Anyone who has lived for some time in a city like Los Angeles or Tokyo knows what an inconsequential tremor is. You feel that shaking motion, perhaps hear some objects rattling on your desk. You momentarily catch your breath, and then it’s all over, usually within the span of less than ten seconds. Those inconsequential tremors happen frequently in any city with proximity to a major tectonic fault line. Only rarely – very, very rarely – do they develop into a serious earthquake capable of creating lasting damage.
Pullbacks by the Numbers
As with seismic tremors, so with financial markets. Our natural inclination is to not even categorize Wednesday’s 1.8 percent pullback in the S&P 500 as a tremor. Since it did briefly puncture the preternaturally serene calm prevailing in markets as of late, though – and come as it did amidst a new level of political volatility in Washington – we think this is a good time to dust off that pullback study – long unused – and remind our clients that tremors generally do not an earthquake make.
Our standard measure for a “pullback event” as it pertains to US large cap stocks is a retreat of five percent or more from a high water mark, followed by a subsequent recovery of five percent or more. There is no higher truth associated with the five percent threshold, but we think it is a useful benchmark. A five percent decline has impact – the TV talking heads take notice and investors feel those ephemeral goosebumps – but it falls short of a technical correction (10 percent off the high) or a bear market (20 percent retreat).
By this standard, there have been 190 pullback events on the S&P 500 since the end of the Second World War, or about 2.7 every year, on average, for the 71 years between then and now. And how many times did the pullbacks metastasize into full-fledged bear markets? Well, there was a very brief bear – about seven months in duration – from the end of 1961 to midsummer 1962. There was the dismal stretch from the record high of November 1968 to August 1982, which is how long it took for the S&P 500 to forever rise above that (nominal) ’68 high and bid it goodbye. And there were the two bear markets that bookended the first decade of the 21st century.
And that’s pretty much it for bear markets (Black Monday 1987, yeah, but that was basically a flash crash, not a bear proper). Mostly, those pullback events are just inconsequential tremors with no particular sustaining narrative. Revolutions, it is often noted by political historians, don’t happen far more often than they do happen.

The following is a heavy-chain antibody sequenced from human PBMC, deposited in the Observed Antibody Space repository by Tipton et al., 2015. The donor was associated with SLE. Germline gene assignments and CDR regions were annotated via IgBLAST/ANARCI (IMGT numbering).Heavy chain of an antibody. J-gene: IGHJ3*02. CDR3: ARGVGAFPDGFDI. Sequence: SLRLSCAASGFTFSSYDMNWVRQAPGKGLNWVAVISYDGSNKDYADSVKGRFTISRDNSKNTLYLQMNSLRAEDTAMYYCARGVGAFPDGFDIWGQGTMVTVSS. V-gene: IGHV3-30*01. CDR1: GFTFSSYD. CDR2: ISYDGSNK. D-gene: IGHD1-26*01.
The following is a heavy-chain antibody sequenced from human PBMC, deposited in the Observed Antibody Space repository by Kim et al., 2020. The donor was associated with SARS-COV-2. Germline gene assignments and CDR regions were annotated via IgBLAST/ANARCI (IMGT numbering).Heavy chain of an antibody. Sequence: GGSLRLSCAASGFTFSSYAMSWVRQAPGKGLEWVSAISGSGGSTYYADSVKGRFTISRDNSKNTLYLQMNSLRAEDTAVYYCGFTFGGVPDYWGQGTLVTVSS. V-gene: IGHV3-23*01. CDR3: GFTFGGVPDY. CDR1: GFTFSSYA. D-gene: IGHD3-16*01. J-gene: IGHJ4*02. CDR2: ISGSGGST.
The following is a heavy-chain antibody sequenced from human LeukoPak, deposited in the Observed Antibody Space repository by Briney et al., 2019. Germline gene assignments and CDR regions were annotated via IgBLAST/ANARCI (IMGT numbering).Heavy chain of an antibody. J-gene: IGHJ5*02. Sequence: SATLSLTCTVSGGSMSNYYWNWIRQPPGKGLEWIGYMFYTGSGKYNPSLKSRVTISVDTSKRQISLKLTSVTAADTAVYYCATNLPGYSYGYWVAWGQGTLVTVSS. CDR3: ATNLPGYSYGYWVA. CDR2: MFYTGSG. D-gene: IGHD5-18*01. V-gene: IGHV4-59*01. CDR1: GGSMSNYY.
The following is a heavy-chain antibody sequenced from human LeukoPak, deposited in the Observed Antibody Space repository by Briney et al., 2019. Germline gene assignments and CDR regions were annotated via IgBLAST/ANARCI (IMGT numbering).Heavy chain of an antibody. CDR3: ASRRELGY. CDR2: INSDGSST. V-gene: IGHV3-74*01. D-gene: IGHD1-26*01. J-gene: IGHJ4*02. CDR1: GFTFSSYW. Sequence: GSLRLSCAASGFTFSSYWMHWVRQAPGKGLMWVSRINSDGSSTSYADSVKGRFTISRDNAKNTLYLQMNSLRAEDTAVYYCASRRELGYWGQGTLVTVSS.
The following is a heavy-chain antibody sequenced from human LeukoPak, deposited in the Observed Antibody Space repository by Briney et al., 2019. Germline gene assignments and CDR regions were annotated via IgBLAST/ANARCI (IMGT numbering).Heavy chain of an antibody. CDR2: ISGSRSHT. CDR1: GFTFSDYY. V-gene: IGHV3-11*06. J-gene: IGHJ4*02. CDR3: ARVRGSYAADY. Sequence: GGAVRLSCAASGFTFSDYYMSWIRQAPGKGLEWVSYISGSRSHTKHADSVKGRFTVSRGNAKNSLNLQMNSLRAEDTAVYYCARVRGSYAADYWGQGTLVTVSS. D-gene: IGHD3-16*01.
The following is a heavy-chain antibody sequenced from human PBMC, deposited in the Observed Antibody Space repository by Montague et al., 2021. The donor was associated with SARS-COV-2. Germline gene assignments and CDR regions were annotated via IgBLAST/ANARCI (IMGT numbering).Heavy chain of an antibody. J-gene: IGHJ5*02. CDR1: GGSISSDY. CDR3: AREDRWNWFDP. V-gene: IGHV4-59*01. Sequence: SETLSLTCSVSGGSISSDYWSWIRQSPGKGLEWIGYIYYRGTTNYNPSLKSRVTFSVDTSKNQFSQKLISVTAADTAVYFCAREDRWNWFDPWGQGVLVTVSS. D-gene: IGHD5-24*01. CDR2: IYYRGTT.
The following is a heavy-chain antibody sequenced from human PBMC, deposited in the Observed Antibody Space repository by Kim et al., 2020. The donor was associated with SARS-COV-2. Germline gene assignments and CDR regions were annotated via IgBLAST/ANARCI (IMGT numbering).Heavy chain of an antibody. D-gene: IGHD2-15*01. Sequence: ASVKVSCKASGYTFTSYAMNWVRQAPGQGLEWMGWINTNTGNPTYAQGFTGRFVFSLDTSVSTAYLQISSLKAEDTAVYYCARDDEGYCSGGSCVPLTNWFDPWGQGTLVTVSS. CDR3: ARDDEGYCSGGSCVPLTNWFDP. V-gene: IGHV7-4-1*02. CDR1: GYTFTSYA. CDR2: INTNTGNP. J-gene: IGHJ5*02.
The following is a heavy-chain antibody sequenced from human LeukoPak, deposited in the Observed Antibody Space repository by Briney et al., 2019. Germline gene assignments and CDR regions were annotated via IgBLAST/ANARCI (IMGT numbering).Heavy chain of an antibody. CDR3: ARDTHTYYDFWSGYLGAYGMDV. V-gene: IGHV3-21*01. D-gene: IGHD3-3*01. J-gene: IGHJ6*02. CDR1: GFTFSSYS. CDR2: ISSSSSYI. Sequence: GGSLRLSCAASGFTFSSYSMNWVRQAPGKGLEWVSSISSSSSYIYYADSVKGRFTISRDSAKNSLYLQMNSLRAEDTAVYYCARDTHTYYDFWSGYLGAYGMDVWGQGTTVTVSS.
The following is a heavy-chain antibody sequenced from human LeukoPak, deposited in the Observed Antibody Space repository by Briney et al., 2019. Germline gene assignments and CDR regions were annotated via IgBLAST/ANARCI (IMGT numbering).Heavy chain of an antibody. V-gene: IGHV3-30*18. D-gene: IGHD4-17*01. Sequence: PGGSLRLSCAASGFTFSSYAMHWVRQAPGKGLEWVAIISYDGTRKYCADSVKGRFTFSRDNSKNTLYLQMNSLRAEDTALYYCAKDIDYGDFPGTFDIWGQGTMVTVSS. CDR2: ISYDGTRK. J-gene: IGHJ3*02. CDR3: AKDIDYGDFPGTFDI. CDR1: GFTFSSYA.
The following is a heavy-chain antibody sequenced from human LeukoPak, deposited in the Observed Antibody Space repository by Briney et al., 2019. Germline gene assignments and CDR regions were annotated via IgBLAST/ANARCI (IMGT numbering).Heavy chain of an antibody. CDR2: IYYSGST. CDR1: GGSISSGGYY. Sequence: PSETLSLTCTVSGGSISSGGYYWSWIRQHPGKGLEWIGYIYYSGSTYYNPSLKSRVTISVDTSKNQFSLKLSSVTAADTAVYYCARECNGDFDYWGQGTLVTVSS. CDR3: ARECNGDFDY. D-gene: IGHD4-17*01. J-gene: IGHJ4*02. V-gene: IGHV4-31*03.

Much Ado About Nothing
No two bear markets are alike, but the forces that propel them tend to arise organically from the thousands of disparate nodes of activity in the economy, and not from singular events in Washington DC. Whatever outcomes happen as a result of the current political and legal woes of the Trump administration – even the more far-fetched notions of some form of removal from office or a doubling-down of the crazy by the current residents of 1600 Pennsylvania – are highly unlikely to exert a meaningful impact on the economy at large. The slow-growth recovery continues at home and abroad. Quarterly earnings seem able to sustain at least mid-high single digit growth rates over a full fiscal year. These trends preceded Trump, and these trends seem likely to keep on keeping on.
We have no trouble imagining a near-term scenario that registers another five percent-plus pullback event in keeping with our definition above. We haven’t had one since February 2016, and that’s a long dry spell (remember that 2.7 events per year statistic we cited above). In the absence of any data implying a potential meaningful shift in the overall economic narrative, though, we are likely to consider any such event as yet another inconsequential tremor.